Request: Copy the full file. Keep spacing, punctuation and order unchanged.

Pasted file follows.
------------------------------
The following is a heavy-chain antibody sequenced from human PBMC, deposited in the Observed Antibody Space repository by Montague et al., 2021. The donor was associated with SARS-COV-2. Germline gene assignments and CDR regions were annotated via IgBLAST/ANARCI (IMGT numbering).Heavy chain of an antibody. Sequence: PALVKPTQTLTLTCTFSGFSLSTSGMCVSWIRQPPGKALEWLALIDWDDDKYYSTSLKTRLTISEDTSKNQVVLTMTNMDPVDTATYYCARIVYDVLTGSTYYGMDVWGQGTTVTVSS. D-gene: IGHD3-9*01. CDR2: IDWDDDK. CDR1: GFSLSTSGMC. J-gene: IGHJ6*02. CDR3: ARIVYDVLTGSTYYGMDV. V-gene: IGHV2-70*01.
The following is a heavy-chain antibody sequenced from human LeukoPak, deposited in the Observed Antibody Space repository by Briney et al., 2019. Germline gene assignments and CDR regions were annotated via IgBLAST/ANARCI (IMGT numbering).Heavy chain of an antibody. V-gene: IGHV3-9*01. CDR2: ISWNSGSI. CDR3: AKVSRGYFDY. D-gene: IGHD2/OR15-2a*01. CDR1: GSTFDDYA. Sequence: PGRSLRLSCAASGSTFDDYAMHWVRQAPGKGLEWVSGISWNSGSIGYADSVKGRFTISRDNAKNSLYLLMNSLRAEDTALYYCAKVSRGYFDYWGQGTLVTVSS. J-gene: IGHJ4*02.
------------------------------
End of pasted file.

The following is a heavy-chain antibody sequenced from human PBMC, deposited in the Observed Antibody Space repository by Montague et al., 2021. The donor was associated with SARS-COV-2. Germline gene assignments and CDR regions were annotated via IgBLAST/ANARCI (IMGT numbering).Heavy chain of an antibody. Sequence: PALVKPTQTLTLTCTFSGFSLSTSGMCVSWIRQPPGKALEWLALIDWDDDKYYSTSLKTRLTISEDTSKNQVVLTMTNMDPVDTATYYCARIVYDVLTGSTYYGMDVWGQGTTVTVSS. D-gene: IGHD3-9*01. CDR2: IDWDDDK. CDR1: GFSLSTSGMC. J-gene: IGHJ6*02. CDR3: ARIVYDVLTGSTYYGMDV. V-gene: IGHV2-70*01.
The following is a heavy-chain antibody sequenced from human LeukoPak, deposited in the Observed Antibody Space repository by Briney et al., 2019. Germline gene assignments and CDR regions were annotated via IgBLAST/ANARCI (IMGT numbering).Heavy chain of an antibody. V-gene: IGHV3-9*01. CDR2: ISWNSGSI. CDR3: AKVSRGYFDY. D-gene: IGHD2/OR15-2a*01. CDR1: GSTFDDYA. Sequence: PGRSLRLSCAASGSTFDDYAMHWVRQAPGKGLEWVSGISWNSGSIGYADSVKGRFTISRDNAKNSLYLLMNSLRAEDTALYYCAKVSRGYFDYWGQGTLVTVSS. J-gene: IGHJ4*02.